Health Care: The Promise and Perils of "Compromise"

The New York Times takes a look at Massachusetts' ground-breaking push towards universal health care, and what it found offers some interesting insight for national health policy.


Three years ago, Massachusetts enacted perhaps the boldest state health care experiment in American history, bringing near-universal coverage to the commonwealth with Paul Revere speed.
To make it happen, Democratic lawmakers and Gov. Mitt Romney, a Republican, made an expedient choice, deferring until another day any serious effort to control the state's runaway health costs.
The day of reckoning has arrived. Threatened first by rapid early enrollment in its new subsidized insurance program and now by a withering economy, the state's pioneering overhaul has entered a second, more challenging phase.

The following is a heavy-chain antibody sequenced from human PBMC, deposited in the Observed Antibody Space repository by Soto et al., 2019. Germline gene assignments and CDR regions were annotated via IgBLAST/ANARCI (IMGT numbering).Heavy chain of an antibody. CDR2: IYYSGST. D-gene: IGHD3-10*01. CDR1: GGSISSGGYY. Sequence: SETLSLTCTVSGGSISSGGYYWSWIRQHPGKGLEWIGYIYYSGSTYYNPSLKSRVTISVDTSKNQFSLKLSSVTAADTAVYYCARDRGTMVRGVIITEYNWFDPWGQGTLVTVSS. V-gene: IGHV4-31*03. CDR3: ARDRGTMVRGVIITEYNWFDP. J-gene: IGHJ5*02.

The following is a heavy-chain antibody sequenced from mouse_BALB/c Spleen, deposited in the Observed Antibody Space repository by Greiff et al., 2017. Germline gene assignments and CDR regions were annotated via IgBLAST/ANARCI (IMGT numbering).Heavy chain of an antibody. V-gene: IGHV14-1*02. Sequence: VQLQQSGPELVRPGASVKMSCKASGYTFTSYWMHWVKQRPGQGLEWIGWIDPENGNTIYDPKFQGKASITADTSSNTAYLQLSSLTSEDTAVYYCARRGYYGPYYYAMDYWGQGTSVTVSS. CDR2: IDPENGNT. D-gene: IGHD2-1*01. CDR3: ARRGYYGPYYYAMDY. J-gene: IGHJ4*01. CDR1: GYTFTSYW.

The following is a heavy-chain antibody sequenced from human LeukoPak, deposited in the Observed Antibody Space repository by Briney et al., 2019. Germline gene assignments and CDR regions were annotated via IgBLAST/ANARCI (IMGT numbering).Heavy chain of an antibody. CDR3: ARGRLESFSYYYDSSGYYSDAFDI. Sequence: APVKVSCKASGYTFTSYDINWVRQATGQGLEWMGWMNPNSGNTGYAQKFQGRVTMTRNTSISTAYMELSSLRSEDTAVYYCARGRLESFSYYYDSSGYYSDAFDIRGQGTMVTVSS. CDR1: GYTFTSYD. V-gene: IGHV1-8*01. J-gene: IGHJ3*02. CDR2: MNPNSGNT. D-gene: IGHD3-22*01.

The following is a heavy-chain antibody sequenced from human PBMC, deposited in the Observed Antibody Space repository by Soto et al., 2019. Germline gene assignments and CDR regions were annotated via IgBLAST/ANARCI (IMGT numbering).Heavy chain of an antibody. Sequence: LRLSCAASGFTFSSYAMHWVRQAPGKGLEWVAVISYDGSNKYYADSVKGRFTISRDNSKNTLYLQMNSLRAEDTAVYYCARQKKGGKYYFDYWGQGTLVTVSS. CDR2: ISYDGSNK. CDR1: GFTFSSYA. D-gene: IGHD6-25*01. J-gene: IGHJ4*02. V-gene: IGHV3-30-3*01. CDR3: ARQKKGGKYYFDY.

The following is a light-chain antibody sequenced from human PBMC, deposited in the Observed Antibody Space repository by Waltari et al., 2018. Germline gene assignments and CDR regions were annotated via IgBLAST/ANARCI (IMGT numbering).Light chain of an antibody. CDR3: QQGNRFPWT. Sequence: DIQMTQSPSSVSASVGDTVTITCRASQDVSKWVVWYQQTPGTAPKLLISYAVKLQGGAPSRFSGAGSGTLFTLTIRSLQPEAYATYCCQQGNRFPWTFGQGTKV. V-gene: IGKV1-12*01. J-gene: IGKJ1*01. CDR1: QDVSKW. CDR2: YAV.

Thanks to new taxes and fees imposed last year, the health plan's jittery finances have stabilized for the moment. But government and industry officials agree that the plan will not be sustainable over the next 5 to 10 years if they do not take significant steps to arrest the growth of health spending.

By all means, read the whole thing. Here are a few points which I think stand out.

First, there are two ways of looking at this. You can see Massachusetts' experience with its "Commonwealth Care" program as evidence that bringing everyone to the table -- including a 'disease care' industry whose ultimate goal is profits rather than a healtheir society -- results in a muddled policy where the number of people with health coverage might expand, but lacking any serious effort to contain costs, the ultimate policy remains unsustainable.

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